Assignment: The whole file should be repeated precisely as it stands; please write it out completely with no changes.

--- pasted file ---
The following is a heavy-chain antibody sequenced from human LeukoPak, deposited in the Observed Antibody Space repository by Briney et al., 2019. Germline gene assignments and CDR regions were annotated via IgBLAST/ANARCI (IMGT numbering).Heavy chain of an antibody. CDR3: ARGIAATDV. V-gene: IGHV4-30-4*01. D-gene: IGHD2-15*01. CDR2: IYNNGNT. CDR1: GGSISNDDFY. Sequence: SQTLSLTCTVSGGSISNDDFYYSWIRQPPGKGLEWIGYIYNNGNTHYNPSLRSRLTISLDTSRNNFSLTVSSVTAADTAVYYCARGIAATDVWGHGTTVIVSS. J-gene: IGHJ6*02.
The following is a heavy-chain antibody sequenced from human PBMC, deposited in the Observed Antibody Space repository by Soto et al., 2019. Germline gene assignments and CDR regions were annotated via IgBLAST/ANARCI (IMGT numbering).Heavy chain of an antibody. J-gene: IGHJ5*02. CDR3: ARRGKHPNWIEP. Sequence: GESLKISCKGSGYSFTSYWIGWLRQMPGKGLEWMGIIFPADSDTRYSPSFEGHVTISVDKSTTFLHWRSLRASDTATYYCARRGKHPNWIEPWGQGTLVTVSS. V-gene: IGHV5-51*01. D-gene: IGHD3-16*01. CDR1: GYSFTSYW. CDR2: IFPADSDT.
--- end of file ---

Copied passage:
The following is a heavy-chain antibody sequenced from human LeukoPak, deposited in the Observed Antibody Space repository by Briney et al., 2019. Germline gene assignments and CDR regions were annotated via IgBLAST/ANARCI (IMGT numbering).Heavy chain of an antibody. CDR3: ARGIAATDV. V-gene: IGHV4-30-4*01. D-gene: IGHD2-15*01. CDR2: IYNNGNT. CDR1: GGSISNDDFY. Sequence: SQTLSLTCTVSGGSISNDDFYYSWIRQPPGKGLEWIGYIYNNGNTHYNPSLRSRLTISLDTSRNNFSLTVSSVTAADTAVYYCARGIAATDVWGHGTTVIVSS. J-gene: IGHJ6*02.
The following is a heavy-chain antibody sequenced from human PBMC, deposited in the Observed Antibody Space repository by Soto et al., 2019. Germline gene assignments and CDR regions were annotated via IgBLAST/ANARCI (IMGT numbering).Heavy chain of an antibody. J-gene: IGHJ5*02. CDR3: ARRGKHPNWIEP. Sequence: GESLKISCKGSGYSFTSYWIGWLRQMPGKGLEWMGIIFPADSDTRYSPSFEGHVTISVDKSTTFLHWRSLRASDTATYYCARRGKHPNWIEPWGQGTLVTVSS. V-gene: IGHV5-51*01. D-gene: IGHD3-16*01. CDR1: GYSFTSYW. CDR2: IFPADSDT.